Os indicadores sócio-demográficos e econômicos são muito importantes, não só para o cientista, para o empoderamento das mulheres rurais, mas também para que as instituições direcionem os programas de desenvolvimento relacionados com as mulheres rurais. O objetivo deste estudo foi determinar o status de mulheres rurais com indicadores sócio-demográficos e econômicos em termos de estrutura de gênero que vivem em aldeias Taurus Mountainous Villages da Turquia. Na área de pesquisa, dados oficiais relacionados a indicadores sociodemográficos e econômicos sobre estas mulheres não são suficientes, como na maioria dos países em desenvolvimento. Os dados foram coletados de 146 mulheres e 133 homens, por meio de questionário e entrevista presencial dos autores. Na área de pesquisa, as mulheres estão atrás de indicadores sócio-demográficos e econômicos relacionados aos homens e têm posição secundária de acordo com os dados obtidos. As mulheres se definem como uma dona de casa em vez de agricultoras e a tendência de migração das mulheres para as cidades são maiores do que a dos homens.

Palavras-chave: Status das mulheres rurais; áreas montanhosas; gênero; Turquia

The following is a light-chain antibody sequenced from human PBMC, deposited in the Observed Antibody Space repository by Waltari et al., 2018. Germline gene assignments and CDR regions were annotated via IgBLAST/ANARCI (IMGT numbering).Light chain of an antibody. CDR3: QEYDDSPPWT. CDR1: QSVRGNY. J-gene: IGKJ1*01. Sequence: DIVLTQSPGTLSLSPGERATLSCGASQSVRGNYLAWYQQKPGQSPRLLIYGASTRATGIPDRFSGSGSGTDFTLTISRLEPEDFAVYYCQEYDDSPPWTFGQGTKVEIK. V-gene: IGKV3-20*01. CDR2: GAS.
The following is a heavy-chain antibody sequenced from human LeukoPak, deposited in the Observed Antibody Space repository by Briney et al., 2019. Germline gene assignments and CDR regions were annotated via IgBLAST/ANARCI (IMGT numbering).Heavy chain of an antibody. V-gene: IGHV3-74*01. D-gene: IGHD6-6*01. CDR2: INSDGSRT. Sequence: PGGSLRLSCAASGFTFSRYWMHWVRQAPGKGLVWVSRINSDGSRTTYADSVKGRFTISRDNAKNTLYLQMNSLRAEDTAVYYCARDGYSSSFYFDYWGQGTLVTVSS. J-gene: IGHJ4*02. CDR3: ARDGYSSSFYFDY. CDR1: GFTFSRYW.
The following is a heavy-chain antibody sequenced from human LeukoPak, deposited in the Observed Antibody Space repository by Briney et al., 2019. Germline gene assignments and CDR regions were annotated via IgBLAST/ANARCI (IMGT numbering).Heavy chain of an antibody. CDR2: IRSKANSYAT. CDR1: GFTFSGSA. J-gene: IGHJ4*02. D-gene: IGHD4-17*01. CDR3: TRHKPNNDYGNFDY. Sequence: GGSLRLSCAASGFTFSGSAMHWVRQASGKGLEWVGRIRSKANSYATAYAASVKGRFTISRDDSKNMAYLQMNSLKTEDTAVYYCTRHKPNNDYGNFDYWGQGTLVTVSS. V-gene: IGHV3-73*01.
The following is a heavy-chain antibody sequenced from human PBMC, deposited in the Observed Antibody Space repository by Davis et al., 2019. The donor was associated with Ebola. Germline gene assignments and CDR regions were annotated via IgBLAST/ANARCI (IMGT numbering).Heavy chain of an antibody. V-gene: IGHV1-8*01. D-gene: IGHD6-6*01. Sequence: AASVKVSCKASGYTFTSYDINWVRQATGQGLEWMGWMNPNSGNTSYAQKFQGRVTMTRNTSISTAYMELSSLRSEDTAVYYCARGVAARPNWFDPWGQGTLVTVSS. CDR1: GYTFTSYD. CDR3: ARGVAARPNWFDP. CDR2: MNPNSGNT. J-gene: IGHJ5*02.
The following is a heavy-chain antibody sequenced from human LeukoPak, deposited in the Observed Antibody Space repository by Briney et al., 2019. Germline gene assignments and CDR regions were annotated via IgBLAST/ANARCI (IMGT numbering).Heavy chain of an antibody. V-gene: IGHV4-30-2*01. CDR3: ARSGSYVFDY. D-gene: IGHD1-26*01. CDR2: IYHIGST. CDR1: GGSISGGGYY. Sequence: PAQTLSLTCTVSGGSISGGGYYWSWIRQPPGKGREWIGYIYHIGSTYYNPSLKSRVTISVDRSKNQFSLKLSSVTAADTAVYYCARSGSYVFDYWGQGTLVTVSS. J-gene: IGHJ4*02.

Understanding socio-demographic and economic indicators like education, occupation, age at first marriage, and marriage decisions is very important to understand women’s status and their needs at home and in society. These indicators impact the main guidelines for implementing successful development projects related to women and their empowerment (BENERIA et al., 2015; CANTALINI, 2017). These indicators change from country to country and from region to region within each country (ZAINIDDINOV, 2016; BRYM & ANDERSEN, 2016; KOCOURKOVA, 2016). It is obvious that women have lower positions than men based on all socio-demographic/economic indicators studied; all of them have an impact on women’s status, especially education, marriage, and occupation. Nevertheless, in most countries, women are typically not counted in socio-demographic or economic indicator statistics. When educational and occupational data for women are analyzed, it is less positive than men’s; unlike men, women generally drop out of school to help with chores or farm work (BATANA, 2013). In agricultural occupations, women begin working at earlier ages and in younger age groups than men. Male participation in agricultural occupations is lower in rural areas because boys continue with their high school education (WORLD BANK, 1993). Education is the most important indicator for empowerment of women both at home and in society because it creates a bridge for women to access health services, land, credit facilities, etc. (DHANARAJ & MAHAMBARE, 2019). MORRISON et al. (2007) explained that increasing the number of educated women is a key factor for empowering women. While many worldwide studies have documented the importance of women’s education for its impact on child schooling and nutrition, education is also important to women. Basic education provides a foundation for developing the flexible skills needed to participate in knowledge-intensive economic activity (KHURSHID, 2016).